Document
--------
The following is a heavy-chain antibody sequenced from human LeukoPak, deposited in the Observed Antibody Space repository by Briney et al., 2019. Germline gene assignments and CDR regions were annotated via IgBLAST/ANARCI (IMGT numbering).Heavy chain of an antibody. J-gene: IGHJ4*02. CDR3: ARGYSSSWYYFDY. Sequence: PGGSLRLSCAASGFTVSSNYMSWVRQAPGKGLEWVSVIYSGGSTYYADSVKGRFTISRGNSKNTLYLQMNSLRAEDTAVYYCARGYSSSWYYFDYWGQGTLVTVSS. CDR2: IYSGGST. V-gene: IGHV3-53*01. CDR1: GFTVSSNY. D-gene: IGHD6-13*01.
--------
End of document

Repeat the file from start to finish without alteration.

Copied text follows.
The following is a heavy-chain antibody sequenced from human LeukoPak, deposited in the Observed Antibody Space repository by Briney et al., 2019. Germline gene assignments and CDR regions were annotated via IgBLAST/ANARCI (IMGT numbering).Heavy chain of an antibody. J-gene: IGHJ4*02. CDR3: ARGYSSSWYYFDY. Sequence: PGGSLRLSCAASGFTVSSNYMSWVRQAPGKGLEWVSVIYSGGSTYYADSVKGRFTISRGNSKNTLYLQMNSLRAEDTAVYYCARGYSSSWYYFDYWGQGTLVTVSS. CDR2: IYSGGST. V-gene: IGHV3-53*01. CDR1: GFTVSSNY. D-gene: IGHD6-13*01.